Pearson: We talked on the show about what is happening in the Black Sea Region, what could happen to Russia, the Ukraine, obviously that is a wheat growing area. It has also become a corn growing area. It looks like there is going to be a lot of corn coming out of there this year. They have been extremely cheap relative to the very high dollar that we have here in this country, but the dollar has been stronger, then weaker, we have seen some weakening again, a little bit of strength this week against the euro. Phil from Canada, a buddy of yours, has sent us a tweet wondering whether this is an aberration. Is the dollar going to turn up solidly do you think going forward?

Newsom: Right now it looks like the dollar has been in a short term downtrend and we can break trends up into all different types of time ranges. I would say the dollar is about to - could start to find some support. Now one thing that would indicate that this long term uptrend that we have seen in the dollar could be coming to an end is all the bullish economic news. The more bullish economic news that we are seeing, you know, the possibility that we are starting to turn a corner. This week's - numbers certainly were a good indication of that. If we do start to see some more bullish economic news and if Europe starts to stabilize itself money could start coming out of the dollar, go back into commodities, certainly go back into crude oil, come out of gold into the grains, and so I think that is going to provide some support. So is it an aberration, this sell off? Probably right now it is just short term downtrend? Could it turn into a longer term sell off? Absolutely. Bringing the long term uptrend to an end.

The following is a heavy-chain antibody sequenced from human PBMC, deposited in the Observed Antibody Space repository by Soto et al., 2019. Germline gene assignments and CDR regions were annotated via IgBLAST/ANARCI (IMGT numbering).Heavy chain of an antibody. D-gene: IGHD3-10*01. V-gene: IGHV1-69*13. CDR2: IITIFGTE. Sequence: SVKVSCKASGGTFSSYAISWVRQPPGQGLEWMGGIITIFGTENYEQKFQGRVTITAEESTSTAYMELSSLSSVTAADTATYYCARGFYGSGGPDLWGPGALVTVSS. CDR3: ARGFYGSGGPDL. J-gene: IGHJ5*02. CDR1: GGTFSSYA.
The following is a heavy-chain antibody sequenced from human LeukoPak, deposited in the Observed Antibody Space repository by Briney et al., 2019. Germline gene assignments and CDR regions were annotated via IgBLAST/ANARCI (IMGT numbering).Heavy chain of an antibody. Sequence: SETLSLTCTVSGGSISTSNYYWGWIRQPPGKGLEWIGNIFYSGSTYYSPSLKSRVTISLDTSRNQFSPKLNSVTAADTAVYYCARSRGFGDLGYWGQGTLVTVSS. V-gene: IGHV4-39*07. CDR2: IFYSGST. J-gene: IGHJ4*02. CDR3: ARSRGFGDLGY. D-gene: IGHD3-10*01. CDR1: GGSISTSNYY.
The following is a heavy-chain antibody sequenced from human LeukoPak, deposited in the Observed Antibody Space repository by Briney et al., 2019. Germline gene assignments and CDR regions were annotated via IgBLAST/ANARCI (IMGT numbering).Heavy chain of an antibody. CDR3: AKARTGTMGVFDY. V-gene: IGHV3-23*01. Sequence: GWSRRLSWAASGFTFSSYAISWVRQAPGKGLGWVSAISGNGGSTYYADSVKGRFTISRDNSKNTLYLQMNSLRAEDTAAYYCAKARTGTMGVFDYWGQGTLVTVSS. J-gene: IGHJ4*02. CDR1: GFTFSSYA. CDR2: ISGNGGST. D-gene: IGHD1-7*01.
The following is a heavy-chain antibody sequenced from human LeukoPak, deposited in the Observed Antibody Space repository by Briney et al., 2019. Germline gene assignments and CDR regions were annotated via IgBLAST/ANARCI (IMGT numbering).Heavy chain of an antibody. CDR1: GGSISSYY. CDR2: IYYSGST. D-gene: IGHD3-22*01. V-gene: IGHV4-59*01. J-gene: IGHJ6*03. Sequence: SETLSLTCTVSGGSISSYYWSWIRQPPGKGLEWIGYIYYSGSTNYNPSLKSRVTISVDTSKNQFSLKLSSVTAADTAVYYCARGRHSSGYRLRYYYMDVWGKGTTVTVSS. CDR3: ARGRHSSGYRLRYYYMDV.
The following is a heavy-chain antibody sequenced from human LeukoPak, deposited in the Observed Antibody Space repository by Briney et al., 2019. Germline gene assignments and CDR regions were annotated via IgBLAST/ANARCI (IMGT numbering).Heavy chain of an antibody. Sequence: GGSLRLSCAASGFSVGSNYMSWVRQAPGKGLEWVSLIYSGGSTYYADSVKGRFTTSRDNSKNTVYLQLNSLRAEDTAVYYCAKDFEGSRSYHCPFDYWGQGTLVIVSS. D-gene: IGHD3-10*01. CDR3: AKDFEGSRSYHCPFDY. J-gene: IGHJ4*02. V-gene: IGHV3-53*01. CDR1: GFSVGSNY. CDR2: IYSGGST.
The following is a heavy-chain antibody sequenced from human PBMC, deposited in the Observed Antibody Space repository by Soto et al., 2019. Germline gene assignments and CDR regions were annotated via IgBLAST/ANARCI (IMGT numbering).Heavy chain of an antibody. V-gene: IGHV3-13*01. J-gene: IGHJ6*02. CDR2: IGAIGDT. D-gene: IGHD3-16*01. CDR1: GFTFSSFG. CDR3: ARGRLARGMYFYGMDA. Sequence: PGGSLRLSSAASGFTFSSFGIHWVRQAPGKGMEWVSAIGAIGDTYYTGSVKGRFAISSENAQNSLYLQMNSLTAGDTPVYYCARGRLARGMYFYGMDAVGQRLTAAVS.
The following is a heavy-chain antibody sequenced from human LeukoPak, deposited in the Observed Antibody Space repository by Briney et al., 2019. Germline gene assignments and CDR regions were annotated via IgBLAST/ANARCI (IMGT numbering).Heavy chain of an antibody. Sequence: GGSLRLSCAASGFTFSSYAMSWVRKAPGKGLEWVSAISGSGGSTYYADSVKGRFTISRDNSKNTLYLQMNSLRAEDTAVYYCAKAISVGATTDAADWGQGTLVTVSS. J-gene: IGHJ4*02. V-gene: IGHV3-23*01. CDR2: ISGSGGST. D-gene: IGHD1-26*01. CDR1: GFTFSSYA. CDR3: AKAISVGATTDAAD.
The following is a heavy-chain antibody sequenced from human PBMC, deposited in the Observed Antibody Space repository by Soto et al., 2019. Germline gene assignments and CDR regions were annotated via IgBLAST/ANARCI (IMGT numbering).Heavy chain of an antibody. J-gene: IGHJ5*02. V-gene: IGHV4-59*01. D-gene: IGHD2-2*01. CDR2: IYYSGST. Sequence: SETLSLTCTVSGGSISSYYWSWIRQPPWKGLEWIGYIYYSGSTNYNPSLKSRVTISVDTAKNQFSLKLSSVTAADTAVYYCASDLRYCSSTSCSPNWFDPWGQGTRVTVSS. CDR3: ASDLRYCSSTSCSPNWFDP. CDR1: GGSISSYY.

Pearson: Someone pointed out to me the last couple days all the problems in the U.S. certainly aren't solved in terms of unmet liabilities for Medicare and Medicaid and Social Security and blah, blah, blah and obviously a 15 trillion dollar deficit. So, there is reason to be concerned. But again dollar strength compared to say the EU is probably going to hold up at least for the time being until a plan comes across from Europe.

Newsom: Right.

Pearson: So, let me ask you another question. This is one that I have been curious about. I came up with my own answer for it and Phil tweets this one as well. That is we have seen basis strength strong in the Midwest and we have a lot of viewers over in Michigan and up in Ontario and Quebec where they haven't seen much basis strength. Now my response to that question has been hey, lack of ethanol production in that region because this ethanol demand at the first of the year has been very strong and they have been bidding up to buy corn. Is that it or is there some other issues at play in those regions?